It happened shortly after 5 a.m. last Friday. Ironically, it had
been raining heavily all evening. And yet, during a brief, dry
interval, a 1989 black Jeep Wrangler YJ parked in a Wailuku driveway
suddenly caught fire and was soon engulfed in 15-foot high flames.
Once the fire trucks and the police cars finally cleared, with the
very nice investigators from both departments inconclusively shrugging
their shoulders, I sat staring at the charred heap in disbelief.
Sure, it’s just a car. I realize that harboring attachments to
material objects is wholly unhealthy. And yes, I have insurance. But no
monetary value could possibly replace what Rocky meant to me.
It was early ‘98 and I had been trapped on the Westside with no
vehicle for about six months when I saw the Jeep parked with a For Sale
sign. At the time it belonged to a pleasant young guy, a newly
transplanted entrepreneur in Kula, who suggested I head Upcountry and
test-drive it. So I did—consequently, on the same day that my boyfriend
had confessed to cheating on me. And I couldn’t yet drive stick shift
so I begrudgingly had the boyfriend come along for assistance.
When we test drove it, the entrepreneur took us to the top of
Polipoli, where we promptly ran out of gas and proceeded to cruise down
the curvy road and all the way to the gas station next to ACE Hardware.
I knew it would be the first of many adventures so I bought the Jeep on
After one quick lesson, I dropped the wayward boyfriend and took off
into the hills of Haleakala, having no idea where I was going and not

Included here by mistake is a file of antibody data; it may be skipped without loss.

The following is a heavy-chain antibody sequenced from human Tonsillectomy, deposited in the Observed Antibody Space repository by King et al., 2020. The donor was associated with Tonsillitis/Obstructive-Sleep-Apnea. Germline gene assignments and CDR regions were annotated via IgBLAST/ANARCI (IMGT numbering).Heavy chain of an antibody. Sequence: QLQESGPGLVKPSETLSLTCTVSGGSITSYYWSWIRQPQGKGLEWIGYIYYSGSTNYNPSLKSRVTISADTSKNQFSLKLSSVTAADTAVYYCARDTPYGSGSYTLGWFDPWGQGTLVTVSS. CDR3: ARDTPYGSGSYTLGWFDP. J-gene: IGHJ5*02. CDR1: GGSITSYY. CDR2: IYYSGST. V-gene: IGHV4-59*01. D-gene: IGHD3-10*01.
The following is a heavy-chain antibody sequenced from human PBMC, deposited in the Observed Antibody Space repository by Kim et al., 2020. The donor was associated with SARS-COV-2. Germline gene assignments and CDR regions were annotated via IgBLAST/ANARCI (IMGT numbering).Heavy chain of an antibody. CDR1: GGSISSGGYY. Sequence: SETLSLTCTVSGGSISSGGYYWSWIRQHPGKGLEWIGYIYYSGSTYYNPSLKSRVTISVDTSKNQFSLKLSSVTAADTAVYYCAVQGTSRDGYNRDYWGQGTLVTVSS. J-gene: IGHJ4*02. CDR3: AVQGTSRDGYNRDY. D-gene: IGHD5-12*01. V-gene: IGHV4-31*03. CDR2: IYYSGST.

really caring where I ended up. I remember that initial feeling of
driving alone in the Jeep, how it actually felt like the first time I
was really free as an adult. I had just graduated from college, was
living on a tropical island far from home, and was now driving a
beefed-up Jeep that could cover any terrain. It was liberating.
All my free time I spent scouring the island with my new pal I
mockingly called, “My one true love.” He felt like a trusty companion,
providing me with mobility as well as the thrill of adventure. In time,
Rocky became an extension of me, a part of my personality that wasn’t
so readily apparent—tough, fearless, adventurous.
With his big, beefy tires, thick custom bumper, three-inch lift and
the loud rumble of his turbo muffler, every time I started him up I
felt empowered. When I drove, I felt electric.
He was one of the main reasons I was able to enjoy Maui so much. I
could experience all the elements of the island’s beauty through the
open portals of the Jeep’s frame simply driving down the Pi’ilani. One
of my favorite things to do was venture out to La Perouse. That’s where
the Jeep officially became known as Rocky, after kicking major ass over
the lava and boulder laden trails of the King’s highway.
With Rocky, I never felt alone. But now, looking at how the salt air
is oxidizing his melted parts, the way the sun catches light in the
shattered glass that used to be his windshield and the bizarre metal
skeleton of his seats and doors, I feel very alone.
I wanna take a picture of the front grill, instill some sort of life
back into the tires that tread so much road in our eight years
together. I wanna sit one more time in the back seat, once again
looking up at the stars on a random night trip down some side road to
nowhere. I’d like to rest my head on the steering wheel that captured
so many tear drops caused by the frustration of failed relationships,
uncertainty, restlessness and longing.
The insurance guy says I should just throw my keys inside before
they haul it away to that big metal scrap yard in the sky. I jiggle the
keys for a long moment, thinking about all the times I climbed into
Rocky and took off, just for the hell of it. Then with one last sigh, I
throw my keys into the hollowed out carcass of the passenger cabin,
turn around and with tears in my eyes, walk away.
Rust in peace, Rocky old pal.
Samantha Campos would like to
thank the very kind people from MPD and MFD for all their work and
sympathy on Friday, assuring them (as well as her friends and mother)
that she might’ve noticed how “hot” they were if she weren’t so
bleary-eyed and in shock over the demise of her auto-buddy. MTW